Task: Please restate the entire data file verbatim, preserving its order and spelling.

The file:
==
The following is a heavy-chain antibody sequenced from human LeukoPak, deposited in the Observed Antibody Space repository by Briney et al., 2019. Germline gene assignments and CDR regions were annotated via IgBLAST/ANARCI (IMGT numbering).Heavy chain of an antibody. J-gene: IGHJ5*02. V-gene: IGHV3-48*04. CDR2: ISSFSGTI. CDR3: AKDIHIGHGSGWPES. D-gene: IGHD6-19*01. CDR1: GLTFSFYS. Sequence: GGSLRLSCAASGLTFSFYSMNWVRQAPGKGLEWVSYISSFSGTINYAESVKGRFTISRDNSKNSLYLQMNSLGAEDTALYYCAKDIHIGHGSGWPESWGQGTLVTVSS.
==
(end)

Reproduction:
The following is a heavy-chain antibody sequenced from human LeukoPak, deposited in the Observed Antibody Space repository by Briney et al., 2019. Germline gene assignments and CDR regions were annotated via IgBLAST/ANARCI (IMGT numbering).Heavy chain of an antibody. J-gene: IGHJ5*02. V-gene: IGHV3-48*04. CDR2: ISSFSGTI. CDR3: AKDIHIGHGSGWPES. D-gene: IGHD6-19*01. CDR1: GLTFSFYS. Sequence: GGSLRLSCAASGLTFSFYSMNWVRQAPGKGLEWVSYISSFSGTINYAESVKGRFTISRDNSKNSLYLQMNSLGAEDTALYYCAKDIHIGHGSGWPESWGQGTLVTVSS.